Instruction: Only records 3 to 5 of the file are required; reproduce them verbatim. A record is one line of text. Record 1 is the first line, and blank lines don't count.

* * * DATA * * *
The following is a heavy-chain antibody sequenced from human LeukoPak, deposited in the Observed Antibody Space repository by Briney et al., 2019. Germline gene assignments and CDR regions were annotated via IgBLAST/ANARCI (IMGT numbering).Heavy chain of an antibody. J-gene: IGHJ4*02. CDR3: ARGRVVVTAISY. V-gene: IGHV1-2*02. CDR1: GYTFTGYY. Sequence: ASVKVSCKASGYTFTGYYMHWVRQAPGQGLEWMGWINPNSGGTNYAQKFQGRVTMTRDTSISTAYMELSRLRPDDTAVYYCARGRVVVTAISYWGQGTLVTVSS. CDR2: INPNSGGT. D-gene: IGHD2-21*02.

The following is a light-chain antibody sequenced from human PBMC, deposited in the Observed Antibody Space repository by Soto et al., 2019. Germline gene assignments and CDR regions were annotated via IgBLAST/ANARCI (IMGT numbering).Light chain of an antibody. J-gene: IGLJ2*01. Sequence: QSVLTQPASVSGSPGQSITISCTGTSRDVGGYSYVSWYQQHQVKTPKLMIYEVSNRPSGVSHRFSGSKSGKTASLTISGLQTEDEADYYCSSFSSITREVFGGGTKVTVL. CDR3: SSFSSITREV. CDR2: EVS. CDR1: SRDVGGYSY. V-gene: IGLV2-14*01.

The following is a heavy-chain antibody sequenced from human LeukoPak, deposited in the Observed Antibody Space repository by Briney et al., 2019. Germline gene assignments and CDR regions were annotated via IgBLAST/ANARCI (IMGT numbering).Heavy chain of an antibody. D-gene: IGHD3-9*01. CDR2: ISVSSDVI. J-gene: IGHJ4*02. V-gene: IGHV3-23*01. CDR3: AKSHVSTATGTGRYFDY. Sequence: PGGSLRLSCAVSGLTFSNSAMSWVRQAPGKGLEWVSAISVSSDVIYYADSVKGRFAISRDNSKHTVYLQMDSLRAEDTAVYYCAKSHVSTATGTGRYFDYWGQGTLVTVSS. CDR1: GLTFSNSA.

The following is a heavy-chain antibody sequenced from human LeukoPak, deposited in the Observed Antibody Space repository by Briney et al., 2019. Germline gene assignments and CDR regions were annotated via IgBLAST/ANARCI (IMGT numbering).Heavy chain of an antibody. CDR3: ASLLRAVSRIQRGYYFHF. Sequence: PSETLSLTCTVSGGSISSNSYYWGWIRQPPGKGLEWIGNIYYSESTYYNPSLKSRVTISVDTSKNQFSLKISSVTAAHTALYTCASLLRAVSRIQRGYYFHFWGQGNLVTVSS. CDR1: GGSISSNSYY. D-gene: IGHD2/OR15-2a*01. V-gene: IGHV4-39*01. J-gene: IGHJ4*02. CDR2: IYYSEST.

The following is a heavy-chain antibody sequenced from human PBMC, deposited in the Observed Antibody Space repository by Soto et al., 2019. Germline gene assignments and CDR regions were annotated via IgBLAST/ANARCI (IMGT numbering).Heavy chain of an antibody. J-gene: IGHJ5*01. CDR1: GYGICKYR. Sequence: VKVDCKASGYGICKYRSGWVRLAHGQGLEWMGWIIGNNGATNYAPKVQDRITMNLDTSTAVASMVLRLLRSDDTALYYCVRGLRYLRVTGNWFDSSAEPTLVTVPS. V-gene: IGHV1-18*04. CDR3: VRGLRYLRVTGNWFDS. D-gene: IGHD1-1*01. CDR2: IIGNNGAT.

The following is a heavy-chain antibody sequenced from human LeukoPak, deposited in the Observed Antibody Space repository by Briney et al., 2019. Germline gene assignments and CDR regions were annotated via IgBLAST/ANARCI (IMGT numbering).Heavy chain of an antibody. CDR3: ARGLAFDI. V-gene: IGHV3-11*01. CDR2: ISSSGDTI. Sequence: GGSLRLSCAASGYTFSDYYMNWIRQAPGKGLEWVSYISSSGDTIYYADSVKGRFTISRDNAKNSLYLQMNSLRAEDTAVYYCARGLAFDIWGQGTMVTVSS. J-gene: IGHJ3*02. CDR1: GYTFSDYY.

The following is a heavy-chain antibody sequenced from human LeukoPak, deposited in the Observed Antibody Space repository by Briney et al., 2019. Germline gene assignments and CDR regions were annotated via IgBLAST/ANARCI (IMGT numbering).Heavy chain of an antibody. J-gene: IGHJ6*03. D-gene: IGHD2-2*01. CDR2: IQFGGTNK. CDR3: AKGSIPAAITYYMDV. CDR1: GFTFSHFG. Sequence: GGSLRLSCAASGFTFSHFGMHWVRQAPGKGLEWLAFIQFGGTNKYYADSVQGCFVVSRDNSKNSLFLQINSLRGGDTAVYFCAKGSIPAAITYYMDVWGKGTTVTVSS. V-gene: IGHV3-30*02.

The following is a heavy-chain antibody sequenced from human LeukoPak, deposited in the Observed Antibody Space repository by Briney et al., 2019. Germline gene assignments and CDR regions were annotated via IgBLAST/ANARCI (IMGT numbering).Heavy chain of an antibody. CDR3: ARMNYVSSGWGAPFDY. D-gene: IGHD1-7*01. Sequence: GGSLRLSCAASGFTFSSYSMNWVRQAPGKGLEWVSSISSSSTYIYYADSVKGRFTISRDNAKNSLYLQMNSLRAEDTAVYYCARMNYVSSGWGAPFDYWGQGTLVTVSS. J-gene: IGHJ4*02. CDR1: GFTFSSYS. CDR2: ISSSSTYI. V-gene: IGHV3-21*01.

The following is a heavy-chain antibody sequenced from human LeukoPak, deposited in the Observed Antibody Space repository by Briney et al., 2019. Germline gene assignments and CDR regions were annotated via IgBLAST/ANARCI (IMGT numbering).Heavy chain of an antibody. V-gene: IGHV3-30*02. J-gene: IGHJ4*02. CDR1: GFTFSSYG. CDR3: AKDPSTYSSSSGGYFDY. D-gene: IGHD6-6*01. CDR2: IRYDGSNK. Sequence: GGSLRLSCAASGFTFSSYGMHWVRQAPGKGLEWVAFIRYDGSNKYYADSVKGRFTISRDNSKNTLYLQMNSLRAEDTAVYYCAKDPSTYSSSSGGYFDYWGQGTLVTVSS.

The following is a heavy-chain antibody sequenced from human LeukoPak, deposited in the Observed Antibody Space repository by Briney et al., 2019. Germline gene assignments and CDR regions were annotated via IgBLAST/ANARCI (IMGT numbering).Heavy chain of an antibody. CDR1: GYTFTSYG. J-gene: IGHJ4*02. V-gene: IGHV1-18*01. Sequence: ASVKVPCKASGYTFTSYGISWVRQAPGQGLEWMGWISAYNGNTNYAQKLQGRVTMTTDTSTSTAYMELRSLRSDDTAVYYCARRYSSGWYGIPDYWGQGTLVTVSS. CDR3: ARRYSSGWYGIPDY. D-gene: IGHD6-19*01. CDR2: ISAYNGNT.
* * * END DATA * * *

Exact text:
The following is a heavy-chain antibody sequenced from human LeukoPak, deposited in the Observed Antibody Space repository by Briney et al., 2019. Germline gene assignments and CDR regions were annotated via IgBLAST/ANARCI (IMGT numbering).Heavy chain of an antibody. D-gene: IGHD3-9*01. CDR2: ISVSSDVI. J-gene: IGHJ4*02. V-gene: IGHV3-23*01. CDR3: AKSHVSTATGTGRYFDY. Sequence: PGGSLRLSCAVSGLTFSNSAMSWVRQAPGKGLEWVSAISVSSDVIYYADSVKGRFAISRDNSKHTVYLQMDSLRAEDTAVYYCAKSHVSTATGTGRYFDYWGQGTLVTVSS. CDR1: GLTFSNSA.

The following is a heavy-chain antibody sequenced from human LeukoPak, deposited in the Observed Antibody Space repository by Briney et al., 2019. Germline gene assignments and CDR regions were annotated via IgBLAST/ANARCI (IMGT numbering).Heavy chain of an antibody. CDR3: ASLLRAVSRIQRGYYFHF. Sequence: PSETLSLTCTVSGGSISSNSYYWGWIRQPPGKGLEWIGNIYYSESTYYNPSLKSRVTISVDTSKNQFSLKISSVTAAHTALYTCASLLRAVSRIQRGYYFHFWGQGNLVTVSS. CDR1: GGSISSNSYY. D-gene: IGHD2/OR15-2a*01. V-gene: IGHV4-39*01. J-gene: IGHJ4*02. CDR2: IYYSEST.

The following is a heavy-chain antibody sequenced from human PBMC, deposited in the Observed Antibody Space repository by Soto et al., 2019. Germline gene assignments and CDR regions were annotated via IgBLAST/ANARCI (IMGT numbering).Heavy chain of an antibody. J-gene: IGHJ5*01. CDR1: GYGICKYR. Sequence: VKVDCKASGYGICKYRSGWVRLAHGQGLEWMGWIIGNNGATNYAPKVQDRITMNLDTSTAVASMVLRLLRSDDTALYYCVRGLRYLRVTGNWFDSSAEPTLVTVPS. V-gene: IGHV1-18*04. CDR3: VRGLRYLRVTGNWFDS. D-gene: IGHD1-1*01. CDR2: IIGNNGAT.